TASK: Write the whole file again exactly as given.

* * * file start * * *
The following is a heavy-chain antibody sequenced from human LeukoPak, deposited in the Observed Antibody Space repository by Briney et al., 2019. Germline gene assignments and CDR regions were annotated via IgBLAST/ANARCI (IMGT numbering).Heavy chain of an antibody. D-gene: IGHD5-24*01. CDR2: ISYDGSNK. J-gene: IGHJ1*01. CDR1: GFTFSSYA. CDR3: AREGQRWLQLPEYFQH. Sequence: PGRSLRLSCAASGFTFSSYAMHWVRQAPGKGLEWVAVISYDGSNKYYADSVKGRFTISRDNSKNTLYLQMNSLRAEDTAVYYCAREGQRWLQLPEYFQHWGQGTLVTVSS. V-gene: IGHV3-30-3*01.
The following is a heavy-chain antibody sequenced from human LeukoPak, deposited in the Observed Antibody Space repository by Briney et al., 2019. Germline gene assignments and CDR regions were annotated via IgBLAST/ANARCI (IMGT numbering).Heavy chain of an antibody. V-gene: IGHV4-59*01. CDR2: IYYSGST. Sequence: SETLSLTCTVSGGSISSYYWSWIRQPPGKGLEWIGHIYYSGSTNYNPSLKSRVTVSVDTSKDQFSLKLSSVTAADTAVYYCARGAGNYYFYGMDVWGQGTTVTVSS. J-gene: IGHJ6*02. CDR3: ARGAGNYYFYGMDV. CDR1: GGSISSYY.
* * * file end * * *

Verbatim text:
The following is a heavy-chain antibody sequenced from human LeukoPak, deposited in the Observed Antibody Space repository by Briney et al., 2019. Germline gene assignments and CDR regions were annotated via IgBLAST/ANARCI (IMGT numbering).Heavy chain of an antibody. D-gene: IGHD5-24*01. CDR2: ISYDGSNK. J-gene: IGHJ1*01. CDR1: GFTFSSYA. CDR3: AREGQRWLQLPEYFQH. Sequence: PGRSLRLSCAASGFTFSSYAMHWVRQAPGKGLEWVAVISYDGSNKYYADSVKGRFTISRDNSKNTLYLQMNSLRAEDTAVYYCAREGQRWLQLPEYFQHWGQGTLVTVSS. V-gene: IGHV3-30-3*01.
The following is a heavy-chain antibody sequenced from human LeukoPak, deposited in the Observed Antibody Space repository by Briney et al., 2019. Germline gene assignments and CDR regions were annotated via IgBLAST/ANARCI (IMGT numbering).Heavy chain of an antibody. V-gene: IGHV4-59*01. CDR2: IYYSGST. Sequence: SETLSLTCTVSGGSISSYYWSWIRQPPGKGLEWIGHIYYSGSTNYNPSLKSRVTVSVDTSKDQFSLKLSSVTAADTAVYYCARGAGNYYFYGMDVWGQGTTVTVSS. J-gene: IGHJ6*02. CDR3: ARGAGNYYFYGMDV. CDR1: GGSISSYY.